I just recently learned about predicative adjunct which is present in the following sentence by the "ready to race" adjectival phrase. I wonder whether the phrase that functions as a predicative adjunct is actually part of the predicand, or the sentence?
John, ready to race, started the car.
I'm asking whether "ready to race" should be considered part of the subject "John" or whether it's a phrase that interrupts the flow of the sentence.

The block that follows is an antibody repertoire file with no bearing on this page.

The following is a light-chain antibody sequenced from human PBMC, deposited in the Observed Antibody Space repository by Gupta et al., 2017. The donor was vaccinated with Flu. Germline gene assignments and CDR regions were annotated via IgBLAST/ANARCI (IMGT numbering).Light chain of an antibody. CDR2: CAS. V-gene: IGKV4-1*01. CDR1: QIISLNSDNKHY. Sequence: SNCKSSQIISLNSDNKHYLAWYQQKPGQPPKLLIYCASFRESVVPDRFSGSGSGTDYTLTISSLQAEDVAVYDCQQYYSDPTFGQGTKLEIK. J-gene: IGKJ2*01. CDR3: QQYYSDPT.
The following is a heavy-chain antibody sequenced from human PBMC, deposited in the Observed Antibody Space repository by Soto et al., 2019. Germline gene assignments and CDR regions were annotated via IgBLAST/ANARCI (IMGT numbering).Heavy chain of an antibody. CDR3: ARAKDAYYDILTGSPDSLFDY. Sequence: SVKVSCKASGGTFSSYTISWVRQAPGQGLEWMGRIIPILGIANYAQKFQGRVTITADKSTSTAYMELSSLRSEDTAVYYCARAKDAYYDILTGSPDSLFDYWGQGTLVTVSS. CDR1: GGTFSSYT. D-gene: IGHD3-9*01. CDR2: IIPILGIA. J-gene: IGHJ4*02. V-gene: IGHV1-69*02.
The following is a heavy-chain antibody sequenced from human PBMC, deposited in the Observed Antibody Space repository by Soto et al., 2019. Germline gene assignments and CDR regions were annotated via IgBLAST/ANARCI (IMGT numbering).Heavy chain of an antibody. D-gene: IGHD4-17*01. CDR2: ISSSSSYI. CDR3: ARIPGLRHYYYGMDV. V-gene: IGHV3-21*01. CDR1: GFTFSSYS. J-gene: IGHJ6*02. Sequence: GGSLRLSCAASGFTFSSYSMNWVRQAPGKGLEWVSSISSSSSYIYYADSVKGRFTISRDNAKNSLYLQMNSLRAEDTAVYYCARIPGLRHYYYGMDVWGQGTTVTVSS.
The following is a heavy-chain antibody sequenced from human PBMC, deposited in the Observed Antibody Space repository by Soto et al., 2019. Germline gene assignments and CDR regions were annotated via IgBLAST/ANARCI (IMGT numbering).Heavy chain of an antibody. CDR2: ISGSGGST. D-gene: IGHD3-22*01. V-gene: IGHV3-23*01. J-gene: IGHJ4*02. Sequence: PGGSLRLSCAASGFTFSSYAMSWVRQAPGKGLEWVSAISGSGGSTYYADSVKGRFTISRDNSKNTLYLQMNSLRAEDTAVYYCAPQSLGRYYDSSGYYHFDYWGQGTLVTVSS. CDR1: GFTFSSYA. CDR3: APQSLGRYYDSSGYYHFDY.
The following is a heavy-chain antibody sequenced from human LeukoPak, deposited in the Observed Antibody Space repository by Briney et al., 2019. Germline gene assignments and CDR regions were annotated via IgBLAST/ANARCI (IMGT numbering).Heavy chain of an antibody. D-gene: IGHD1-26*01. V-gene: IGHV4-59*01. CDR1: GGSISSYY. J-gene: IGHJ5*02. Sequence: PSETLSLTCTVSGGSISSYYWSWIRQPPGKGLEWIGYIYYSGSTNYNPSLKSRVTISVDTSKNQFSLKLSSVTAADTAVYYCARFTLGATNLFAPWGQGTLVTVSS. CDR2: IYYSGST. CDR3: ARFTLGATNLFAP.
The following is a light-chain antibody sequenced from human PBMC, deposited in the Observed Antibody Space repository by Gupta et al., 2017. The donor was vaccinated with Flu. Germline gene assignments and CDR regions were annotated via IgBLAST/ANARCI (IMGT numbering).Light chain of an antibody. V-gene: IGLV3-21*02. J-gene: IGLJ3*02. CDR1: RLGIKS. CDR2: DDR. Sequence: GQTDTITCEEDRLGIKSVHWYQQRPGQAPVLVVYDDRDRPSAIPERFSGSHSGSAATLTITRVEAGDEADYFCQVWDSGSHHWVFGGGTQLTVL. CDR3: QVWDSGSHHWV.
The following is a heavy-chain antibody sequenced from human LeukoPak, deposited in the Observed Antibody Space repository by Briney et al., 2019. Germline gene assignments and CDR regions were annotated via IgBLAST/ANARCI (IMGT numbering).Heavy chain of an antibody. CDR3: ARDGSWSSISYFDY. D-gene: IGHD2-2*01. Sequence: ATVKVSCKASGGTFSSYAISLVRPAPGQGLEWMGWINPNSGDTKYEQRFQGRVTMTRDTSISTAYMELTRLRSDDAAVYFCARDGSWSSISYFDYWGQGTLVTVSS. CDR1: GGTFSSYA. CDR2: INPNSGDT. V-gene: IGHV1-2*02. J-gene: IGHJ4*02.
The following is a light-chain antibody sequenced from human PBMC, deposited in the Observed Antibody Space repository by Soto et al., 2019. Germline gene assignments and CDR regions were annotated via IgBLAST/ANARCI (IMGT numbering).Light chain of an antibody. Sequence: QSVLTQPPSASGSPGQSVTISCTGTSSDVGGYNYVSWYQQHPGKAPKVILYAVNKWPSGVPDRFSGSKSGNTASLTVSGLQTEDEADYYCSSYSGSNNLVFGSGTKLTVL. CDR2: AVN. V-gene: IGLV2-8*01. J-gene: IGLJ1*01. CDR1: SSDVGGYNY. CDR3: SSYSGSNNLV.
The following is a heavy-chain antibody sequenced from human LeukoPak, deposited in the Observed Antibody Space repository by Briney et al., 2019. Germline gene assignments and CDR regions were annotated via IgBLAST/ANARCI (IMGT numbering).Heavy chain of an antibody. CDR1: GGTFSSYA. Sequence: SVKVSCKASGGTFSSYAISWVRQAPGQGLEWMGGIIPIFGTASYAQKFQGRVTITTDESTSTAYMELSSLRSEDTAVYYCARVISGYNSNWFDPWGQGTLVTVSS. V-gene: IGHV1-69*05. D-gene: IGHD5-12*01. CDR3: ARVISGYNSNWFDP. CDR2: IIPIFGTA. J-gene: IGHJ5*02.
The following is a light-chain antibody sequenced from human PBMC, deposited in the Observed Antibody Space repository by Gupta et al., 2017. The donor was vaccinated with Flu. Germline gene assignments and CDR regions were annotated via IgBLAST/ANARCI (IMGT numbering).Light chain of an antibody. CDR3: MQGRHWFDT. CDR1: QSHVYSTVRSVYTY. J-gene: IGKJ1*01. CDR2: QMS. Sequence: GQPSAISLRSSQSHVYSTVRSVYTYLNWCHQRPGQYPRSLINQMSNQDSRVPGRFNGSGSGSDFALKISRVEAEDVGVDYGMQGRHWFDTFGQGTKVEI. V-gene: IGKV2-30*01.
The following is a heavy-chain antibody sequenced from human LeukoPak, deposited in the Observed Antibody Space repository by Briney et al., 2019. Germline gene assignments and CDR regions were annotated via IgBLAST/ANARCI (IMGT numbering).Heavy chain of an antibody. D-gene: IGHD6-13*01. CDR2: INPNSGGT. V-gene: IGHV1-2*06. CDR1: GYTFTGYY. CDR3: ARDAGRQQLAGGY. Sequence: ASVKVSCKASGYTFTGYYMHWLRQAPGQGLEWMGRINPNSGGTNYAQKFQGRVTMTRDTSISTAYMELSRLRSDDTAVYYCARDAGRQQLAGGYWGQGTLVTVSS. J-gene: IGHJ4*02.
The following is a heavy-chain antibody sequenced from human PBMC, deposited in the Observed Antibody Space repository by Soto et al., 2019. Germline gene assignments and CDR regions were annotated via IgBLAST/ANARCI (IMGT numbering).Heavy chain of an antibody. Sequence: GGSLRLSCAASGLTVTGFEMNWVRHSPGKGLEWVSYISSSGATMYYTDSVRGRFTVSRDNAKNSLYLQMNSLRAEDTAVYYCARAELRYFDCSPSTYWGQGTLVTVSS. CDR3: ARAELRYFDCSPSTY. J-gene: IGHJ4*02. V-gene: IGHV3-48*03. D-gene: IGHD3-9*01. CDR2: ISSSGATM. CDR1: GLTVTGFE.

I'm comparing this with the following sentence, which has a relative clause:
John, who was ready to race, started the car.
which, as far as I know, considers the relative clause "who was ready to race" as part of the noun "John".
More technically, if we're discussing in Penn Treebank parse tree format, would it be parsed as the following first option or the second?
(S (NP (NNP John) (, ,) (ADJP (JJ ready) (S (VP (TO to) (VB race)))) (, ,)) (VP (VBD started) (NP (DT the) (NN car))) (. .))
(S (NP (NNP John)) (, ,) (ADJP (JJ ready) (S (VP (TO to) (VB race)))) (, ,) (VP (VBD started) (NP (DT the) (NN car))) (. .))